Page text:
Envy the key to many buying decisions: Report
While people may be reluctant to admit it, "keeping up with the Joneses" remains a strong motivator when it comes to spending. And a key component of that desire is that old green-eyed monster, envy.
But a new study in the Journal of Consumer Research suggests that it’s the nature of your envy — whether it’s benign or malicious — that determines whether you'll pay a premium to keep up with the neighbours.
Researchers from Tilburg University in The Netherlands studied envy-triggered behaviour by asking subjects what they would do in certain social contexts. The researchers used the iPhone and competing BlackBerry smart phones in their tests.
Those who were benignly envious of an iPhone owner were willing to pay, on average, about $110 more for one. But those who thought the iPhone owner of whom they were envious was somehow undeserving were willing to pay more for a BlackBerry, evoking a desire to "pull down" the other person.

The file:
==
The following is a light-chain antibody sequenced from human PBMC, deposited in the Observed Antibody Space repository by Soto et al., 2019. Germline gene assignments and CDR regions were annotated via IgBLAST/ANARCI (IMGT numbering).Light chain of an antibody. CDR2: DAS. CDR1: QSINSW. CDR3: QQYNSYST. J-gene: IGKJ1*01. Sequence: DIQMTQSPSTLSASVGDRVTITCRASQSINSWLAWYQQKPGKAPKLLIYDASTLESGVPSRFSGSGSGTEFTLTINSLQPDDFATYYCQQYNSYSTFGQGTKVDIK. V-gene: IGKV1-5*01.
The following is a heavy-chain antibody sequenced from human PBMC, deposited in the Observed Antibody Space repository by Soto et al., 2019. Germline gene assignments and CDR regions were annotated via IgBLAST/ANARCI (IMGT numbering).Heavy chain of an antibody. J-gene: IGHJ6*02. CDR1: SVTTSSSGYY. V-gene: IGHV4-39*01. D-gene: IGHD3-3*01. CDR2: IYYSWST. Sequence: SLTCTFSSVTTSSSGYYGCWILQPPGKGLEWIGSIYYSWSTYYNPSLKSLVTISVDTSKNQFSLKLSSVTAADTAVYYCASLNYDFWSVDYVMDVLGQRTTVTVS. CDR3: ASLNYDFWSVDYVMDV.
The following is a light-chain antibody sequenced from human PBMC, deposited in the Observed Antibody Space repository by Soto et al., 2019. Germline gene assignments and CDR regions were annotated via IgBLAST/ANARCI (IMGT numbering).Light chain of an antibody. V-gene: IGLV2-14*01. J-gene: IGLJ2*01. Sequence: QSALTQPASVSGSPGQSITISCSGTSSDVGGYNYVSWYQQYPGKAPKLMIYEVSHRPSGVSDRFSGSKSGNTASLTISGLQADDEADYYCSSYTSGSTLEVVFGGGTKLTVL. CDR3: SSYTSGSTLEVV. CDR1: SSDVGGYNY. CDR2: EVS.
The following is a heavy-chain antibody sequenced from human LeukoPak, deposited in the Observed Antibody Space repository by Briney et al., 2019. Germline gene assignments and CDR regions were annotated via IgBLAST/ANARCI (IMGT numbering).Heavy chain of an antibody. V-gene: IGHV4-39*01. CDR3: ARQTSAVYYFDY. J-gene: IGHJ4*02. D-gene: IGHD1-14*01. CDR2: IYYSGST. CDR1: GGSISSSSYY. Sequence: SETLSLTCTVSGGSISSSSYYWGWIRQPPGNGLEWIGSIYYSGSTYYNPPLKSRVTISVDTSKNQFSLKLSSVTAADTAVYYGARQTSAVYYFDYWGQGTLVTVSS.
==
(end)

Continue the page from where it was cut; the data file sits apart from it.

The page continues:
If someone you've deemed subordinate to you suddenly gets something you want, you wish to prove your superiority by degrading their new possession. To do that, you'll pay a premium for a competitive but slightly different item, the researchers conclude.
Maliciously envious people feel frustrated and try to level the difference with the superior others by pulling those others down. Benignly envious people, on the other hand, also feel frustrated, but they try to level the difference by moving themselves up.
Do you think envy is at the heart of many buying decisions? Do marketers take advantage of us here or do we do it all to ourselves?
By Gordon Powers, MSN Money